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The 'Portals' Encouraging Real Conversations About Policing and Race

Two Yale professors are using immersive technology to enable connections between communities of color in low-income neighborhoods across four U.S. cities.
A portral parked in Newark, New Jersey
A portral parked in Newark, New JerseyCourtesy of Shared Studios

Yale law student Amar Bakshi founded the Portals Project in 2014 to connect people who would otherwise never meet. The portals—gold-painted shipping containers whose interiors are lined with grey carpet—allow people in cities around the world, from Brooklyn to Mexico City to Kabul, to communicate via videoconferencing. It’s not just a hyped version of Skype: The screen fills much of a wall, allowing each participant to view the other from head to toe, making it feel like they’re in the same room, though they’re thousands of miles away.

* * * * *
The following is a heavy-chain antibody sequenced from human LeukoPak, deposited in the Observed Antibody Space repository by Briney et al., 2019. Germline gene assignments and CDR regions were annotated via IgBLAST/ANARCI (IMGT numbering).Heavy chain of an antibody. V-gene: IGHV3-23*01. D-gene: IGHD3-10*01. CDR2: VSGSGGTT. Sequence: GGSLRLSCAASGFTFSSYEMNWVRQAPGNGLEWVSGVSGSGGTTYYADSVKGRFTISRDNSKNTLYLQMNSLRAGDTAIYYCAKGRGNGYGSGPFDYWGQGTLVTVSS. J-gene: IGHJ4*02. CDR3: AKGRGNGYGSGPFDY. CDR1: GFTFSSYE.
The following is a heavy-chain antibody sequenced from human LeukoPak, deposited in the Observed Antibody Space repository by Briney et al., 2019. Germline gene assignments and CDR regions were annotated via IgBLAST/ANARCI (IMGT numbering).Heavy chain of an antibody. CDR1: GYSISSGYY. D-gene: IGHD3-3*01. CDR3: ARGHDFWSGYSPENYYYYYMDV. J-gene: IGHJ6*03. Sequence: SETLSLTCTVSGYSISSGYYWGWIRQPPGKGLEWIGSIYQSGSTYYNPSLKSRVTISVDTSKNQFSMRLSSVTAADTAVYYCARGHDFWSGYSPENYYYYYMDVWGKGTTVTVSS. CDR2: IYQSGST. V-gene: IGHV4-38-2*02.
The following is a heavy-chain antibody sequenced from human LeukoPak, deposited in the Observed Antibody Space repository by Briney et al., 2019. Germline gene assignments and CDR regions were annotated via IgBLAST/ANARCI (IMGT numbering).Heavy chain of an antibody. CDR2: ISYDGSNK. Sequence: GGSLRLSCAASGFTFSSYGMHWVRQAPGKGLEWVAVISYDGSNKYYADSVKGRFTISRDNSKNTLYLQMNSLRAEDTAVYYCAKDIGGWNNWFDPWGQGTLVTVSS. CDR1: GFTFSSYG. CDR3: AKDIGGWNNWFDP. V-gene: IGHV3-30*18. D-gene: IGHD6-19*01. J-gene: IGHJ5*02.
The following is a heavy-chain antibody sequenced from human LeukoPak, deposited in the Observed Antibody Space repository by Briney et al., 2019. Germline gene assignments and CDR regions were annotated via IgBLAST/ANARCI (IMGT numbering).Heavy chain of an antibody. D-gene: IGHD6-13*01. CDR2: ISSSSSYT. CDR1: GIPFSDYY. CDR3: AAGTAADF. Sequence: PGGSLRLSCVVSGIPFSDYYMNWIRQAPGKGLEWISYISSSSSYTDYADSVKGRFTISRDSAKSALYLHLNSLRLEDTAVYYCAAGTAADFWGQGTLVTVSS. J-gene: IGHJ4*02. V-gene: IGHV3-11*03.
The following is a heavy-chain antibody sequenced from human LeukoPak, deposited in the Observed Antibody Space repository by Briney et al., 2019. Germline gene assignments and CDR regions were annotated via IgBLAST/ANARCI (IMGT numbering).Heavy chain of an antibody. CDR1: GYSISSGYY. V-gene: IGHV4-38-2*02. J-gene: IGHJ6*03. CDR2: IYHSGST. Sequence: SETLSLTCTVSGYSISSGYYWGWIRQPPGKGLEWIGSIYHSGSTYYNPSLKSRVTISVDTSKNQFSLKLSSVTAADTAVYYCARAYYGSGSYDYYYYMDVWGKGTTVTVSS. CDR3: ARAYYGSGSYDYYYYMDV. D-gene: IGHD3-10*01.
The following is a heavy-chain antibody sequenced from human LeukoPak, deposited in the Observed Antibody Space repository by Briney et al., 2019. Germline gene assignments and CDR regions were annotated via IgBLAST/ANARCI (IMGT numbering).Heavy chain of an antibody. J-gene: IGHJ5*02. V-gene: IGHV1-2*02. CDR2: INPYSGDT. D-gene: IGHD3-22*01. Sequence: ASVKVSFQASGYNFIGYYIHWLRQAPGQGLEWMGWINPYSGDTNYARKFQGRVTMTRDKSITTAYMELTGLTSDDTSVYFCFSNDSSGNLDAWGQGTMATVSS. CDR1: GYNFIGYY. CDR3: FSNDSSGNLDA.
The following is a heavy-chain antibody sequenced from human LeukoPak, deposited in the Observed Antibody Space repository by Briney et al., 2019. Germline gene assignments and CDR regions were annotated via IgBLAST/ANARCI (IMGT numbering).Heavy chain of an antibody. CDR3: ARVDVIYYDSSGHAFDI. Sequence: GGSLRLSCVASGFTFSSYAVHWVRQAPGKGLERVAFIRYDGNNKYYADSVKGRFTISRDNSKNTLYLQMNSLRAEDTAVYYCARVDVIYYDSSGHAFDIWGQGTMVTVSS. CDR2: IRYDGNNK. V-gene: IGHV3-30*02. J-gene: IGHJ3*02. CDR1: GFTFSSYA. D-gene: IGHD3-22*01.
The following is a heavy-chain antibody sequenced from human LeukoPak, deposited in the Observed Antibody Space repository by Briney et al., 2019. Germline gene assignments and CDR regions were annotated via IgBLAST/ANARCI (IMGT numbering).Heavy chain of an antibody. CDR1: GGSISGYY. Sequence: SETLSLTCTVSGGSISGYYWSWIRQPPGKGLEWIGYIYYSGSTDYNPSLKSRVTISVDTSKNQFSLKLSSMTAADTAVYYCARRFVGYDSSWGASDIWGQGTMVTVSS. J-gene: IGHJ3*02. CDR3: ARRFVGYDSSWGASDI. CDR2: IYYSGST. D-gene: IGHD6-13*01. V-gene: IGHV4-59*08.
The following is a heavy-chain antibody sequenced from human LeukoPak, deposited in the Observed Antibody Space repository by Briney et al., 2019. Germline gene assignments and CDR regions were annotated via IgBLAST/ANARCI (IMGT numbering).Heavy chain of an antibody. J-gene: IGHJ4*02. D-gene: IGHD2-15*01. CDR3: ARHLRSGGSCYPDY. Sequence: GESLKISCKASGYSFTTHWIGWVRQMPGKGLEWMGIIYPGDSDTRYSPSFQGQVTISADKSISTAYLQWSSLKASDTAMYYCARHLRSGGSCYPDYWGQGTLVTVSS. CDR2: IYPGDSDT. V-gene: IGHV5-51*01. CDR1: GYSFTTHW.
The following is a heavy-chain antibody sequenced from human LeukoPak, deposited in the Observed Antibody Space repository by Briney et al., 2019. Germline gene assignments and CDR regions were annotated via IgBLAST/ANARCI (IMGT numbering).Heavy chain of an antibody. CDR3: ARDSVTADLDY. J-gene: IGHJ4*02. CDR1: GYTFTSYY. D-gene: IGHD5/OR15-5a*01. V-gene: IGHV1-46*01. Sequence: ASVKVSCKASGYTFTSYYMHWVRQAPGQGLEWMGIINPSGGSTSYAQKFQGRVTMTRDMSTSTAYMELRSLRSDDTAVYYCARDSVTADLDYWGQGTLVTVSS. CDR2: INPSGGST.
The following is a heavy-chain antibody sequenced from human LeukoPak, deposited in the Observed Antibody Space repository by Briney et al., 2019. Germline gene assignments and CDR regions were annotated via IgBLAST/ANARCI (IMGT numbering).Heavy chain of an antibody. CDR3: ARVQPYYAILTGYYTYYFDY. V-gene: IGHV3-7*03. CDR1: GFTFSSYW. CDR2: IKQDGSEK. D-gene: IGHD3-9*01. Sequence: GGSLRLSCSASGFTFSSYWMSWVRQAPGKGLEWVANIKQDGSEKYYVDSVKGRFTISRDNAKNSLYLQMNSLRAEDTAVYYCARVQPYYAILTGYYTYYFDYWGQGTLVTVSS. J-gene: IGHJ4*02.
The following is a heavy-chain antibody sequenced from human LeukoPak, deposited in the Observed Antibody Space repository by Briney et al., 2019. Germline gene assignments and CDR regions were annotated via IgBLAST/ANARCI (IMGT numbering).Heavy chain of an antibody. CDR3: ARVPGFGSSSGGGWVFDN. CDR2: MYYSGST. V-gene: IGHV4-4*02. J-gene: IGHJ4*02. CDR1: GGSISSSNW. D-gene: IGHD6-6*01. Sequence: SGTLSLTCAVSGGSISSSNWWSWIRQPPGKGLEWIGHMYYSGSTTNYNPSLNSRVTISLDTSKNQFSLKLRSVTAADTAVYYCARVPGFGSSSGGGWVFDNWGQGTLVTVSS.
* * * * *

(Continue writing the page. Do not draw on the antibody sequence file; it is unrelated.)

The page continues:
Portals are placed in museums, refugee camps, public parks—wherever people gather. Participants may sign up in advance or simply drop in for a conversation. Pairings vary; a portal in Washington, D.C., might connect with Kigali, Rwanda for two hours in the morning, and El Progreso, Honduras, for two hours in the afternoon.